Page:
What is the difference between indemnity and guarantee in commercial contracts?

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Same, same … but different


In a basic sense, providing indemnity and providing a guarantee may be seen as the same. Both provide protection in the event that things don’t go as planned. Both are used as legal vehicles to decide where risk lies, and reduce, or even eliminate, exposure to a risk.


However, these instruments within contracts, or perhaps contracts in themselves, are used in different ways.


Drilling down into the nether-reaches of legal-speak a little further, it can be seen that a guarantee is used to insure against default.




Perhaps the most common and widely known example of a guarantee is that of a financial loan, where a person or company will guarantee, that is go guarantor, for an individual or business who is entering into a loan agreement. The guarantor is effectively saying, if they don’t fulfil their obligation to pay the loan, then I will. Of course, any guarantor will have had to provide evidence—financial and otherwise—to satisfactorily display that they have the wherewithal to make the offer.


In this case, the primary obligation is between the lender (bank, financial institution, or company) and the party taking out the loan. The guarantor has no obligation at all unless and until the borrower defaults on the loan. Only then, does the guarantee come into play and the guarantor has a secondary obligation. That is, this guarantee, by the guarantor, sits dormant in the background until triggered by a default. Having put themselves into the position of guarantor, that party then stands in the shoes of the borrower, has full responsibility for the loan, and may even be sued by the lender if they do not fulfil the repayment.


This example is one of a monetary loan, but a guarantee can also be against failing to provide a service.


A guarantee then, is a legal way of protecting a provider against default. It gives the provider a second shot at being reimbursed in the event the initial borrower defaults on their obligation.




An indemnity is a primary obligation between the provider and the recipient. That obligation is ongoing, with the timeframe defined by legislation. It is important to note that indemnity clauses may well vary considerably in their scope, depending upon the wording, and perhaps go further than required by law. Insurance coverage for indemnity may, however, draw the line at the normal limit required by law, and provide no cover beyond that, so companies providing indemnity but assuming that insurance will cover it all, should have a close look at their insurance policy wording.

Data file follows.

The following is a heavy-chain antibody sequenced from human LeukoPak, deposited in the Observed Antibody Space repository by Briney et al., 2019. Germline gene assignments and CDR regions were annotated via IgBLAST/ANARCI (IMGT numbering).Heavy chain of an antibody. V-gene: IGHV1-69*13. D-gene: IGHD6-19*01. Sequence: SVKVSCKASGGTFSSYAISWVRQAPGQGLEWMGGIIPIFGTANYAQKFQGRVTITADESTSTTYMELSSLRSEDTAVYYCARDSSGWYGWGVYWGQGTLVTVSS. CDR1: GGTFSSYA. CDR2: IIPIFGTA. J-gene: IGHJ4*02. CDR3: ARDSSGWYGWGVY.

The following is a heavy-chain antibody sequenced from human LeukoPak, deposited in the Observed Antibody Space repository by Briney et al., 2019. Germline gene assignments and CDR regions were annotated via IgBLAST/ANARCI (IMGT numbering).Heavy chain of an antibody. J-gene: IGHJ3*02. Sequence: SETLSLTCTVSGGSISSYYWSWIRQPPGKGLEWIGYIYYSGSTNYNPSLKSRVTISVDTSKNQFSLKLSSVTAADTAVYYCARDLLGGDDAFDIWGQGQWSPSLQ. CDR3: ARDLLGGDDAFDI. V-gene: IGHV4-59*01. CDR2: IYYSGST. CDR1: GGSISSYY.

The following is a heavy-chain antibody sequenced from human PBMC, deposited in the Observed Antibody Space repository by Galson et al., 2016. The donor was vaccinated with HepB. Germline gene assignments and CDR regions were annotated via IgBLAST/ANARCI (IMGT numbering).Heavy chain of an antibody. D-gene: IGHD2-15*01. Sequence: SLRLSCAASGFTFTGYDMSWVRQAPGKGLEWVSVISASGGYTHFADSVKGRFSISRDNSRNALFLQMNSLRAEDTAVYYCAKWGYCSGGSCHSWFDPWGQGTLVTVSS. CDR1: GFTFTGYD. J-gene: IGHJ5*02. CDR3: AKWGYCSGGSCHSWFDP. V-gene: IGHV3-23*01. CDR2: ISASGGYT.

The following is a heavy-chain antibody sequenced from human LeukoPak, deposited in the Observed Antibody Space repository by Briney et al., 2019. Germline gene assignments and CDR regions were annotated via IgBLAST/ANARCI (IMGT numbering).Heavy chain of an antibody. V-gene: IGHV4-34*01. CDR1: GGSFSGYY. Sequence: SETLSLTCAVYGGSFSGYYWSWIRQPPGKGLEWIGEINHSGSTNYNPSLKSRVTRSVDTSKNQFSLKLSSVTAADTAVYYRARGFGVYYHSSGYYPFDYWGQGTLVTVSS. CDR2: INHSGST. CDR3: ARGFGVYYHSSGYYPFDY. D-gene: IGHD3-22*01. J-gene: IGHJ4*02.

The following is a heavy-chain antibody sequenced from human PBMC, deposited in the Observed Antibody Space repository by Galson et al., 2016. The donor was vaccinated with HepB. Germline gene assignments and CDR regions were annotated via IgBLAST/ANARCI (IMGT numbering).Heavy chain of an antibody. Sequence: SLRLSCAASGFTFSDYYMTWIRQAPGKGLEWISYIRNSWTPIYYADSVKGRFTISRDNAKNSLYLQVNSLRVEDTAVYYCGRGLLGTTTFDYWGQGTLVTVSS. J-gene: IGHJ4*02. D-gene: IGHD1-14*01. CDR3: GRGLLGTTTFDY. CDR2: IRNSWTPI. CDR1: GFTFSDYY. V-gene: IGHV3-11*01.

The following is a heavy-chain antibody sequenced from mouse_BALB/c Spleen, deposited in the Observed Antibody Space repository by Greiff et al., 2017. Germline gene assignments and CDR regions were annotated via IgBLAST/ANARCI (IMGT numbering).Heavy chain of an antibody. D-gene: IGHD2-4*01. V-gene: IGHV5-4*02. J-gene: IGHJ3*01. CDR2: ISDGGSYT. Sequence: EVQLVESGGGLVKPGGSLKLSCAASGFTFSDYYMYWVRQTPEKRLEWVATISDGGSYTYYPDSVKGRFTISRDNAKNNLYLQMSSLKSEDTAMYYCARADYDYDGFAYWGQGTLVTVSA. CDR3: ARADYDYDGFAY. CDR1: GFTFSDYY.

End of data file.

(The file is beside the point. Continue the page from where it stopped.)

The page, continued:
Companies providing goods or services are essentially agreeing to reimburse the recipient against such things as injury, death, damage, loss—and may even include circumstances where the fault was actually with the recipient. The extent of indemnity offered can vary widely, and it is vital that the words reflect the individual circumstances. Other words may also be used instead of indemnify: hold harmless, make good, reimburse, and so on.


Companies providing indemnity should make absolutely sure that they are clear on what they are offering. Recipients of indemnity should likewise be totally aware, particularly of phrases that may serve to dilute the offering.


Contractual obligations are binding, so It is crucial that all parties involved seek sound legal advice before signing, not after.


Commercial Law – it’s what we do. Whatever you choose to do – it will be easier with sound legal advice from the experts. Owen Hodge Lawyers. We are here to help. Contact us today on 1800 770 780 or via email at [email protected].


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